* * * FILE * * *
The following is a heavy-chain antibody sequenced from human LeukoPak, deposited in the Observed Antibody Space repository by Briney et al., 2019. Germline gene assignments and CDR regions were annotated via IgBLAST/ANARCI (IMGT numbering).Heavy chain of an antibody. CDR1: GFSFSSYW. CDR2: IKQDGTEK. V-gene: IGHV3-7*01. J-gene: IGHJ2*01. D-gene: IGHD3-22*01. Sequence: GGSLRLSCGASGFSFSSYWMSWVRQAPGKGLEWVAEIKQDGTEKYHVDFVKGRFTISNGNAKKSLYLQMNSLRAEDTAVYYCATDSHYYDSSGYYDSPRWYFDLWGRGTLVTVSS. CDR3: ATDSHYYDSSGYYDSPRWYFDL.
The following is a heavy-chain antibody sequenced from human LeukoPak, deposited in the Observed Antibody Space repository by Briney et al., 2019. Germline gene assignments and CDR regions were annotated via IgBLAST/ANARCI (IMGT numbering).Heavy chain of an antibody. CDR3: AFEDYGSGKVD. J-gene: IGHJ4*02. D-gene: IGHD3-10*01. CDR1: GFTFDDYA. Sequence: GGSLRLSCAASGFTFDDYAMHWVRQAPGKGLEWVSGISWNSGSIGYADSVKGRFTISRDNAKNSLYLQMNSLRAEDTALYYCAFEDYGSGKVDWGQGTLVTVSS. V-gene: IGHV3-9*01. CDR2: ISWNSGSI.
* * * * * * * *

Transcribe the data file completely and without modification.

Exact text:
The following is a heavy-chain antibody sequenced from human LeukoPak, deposited in the Observed Antibody Space repository by Briney et al., 2019. Germline gene assignments and CDR regions were annotated via IgBLAST/ANARCI (IMGT numbering).Heavy chain of an antibody. CDR1: GFSFSSYW. CDR2: IKQDGTEK. V-gene: IGHV3-7*01. J-gene: IGHJ2*01. D-gene: IGHD3-22*01. Sequence: GGSLRLSCGASGFSFSSYWMSWVRQAPGKGLEWVAEIKQDGTEKYHVDFVKGRFTISNGNAKKSLYLQMNSLRAEDTAVYYCATDSHYYDSSGYYDSPRWYFDLWGRGTLVTVSS. CDR3: ATDSHYYDSSGYYDSPRWYFDL.
The following is a heavy-chain antibody sequenced from human LeukoPak, deposited in the Observed Antibody Space repository by Briney et al., 2019. Germline gene assignments and CDR regions were annotated via IgBLAST/ANARCI (IMGT numbering).Heavy chain of an antibody. CDR3: AFEDYGSGKVD. J-gene: IGHJ4*02. D-gene: IGHD3-10*01. CDR1: GFTFDDYA. Sequence: GGSLRLSCAASGFTFDDYAMHWVRQAPGKGLEWVSGISWNSGSIGYADSVKGRFTISRDNAKNSLYLQMNSLRAEDTALYYCAFEDYGSGKVDWGQGTLVTVSS. V-gene: IGHV3-9*01. CDR2: ISWNSGSI.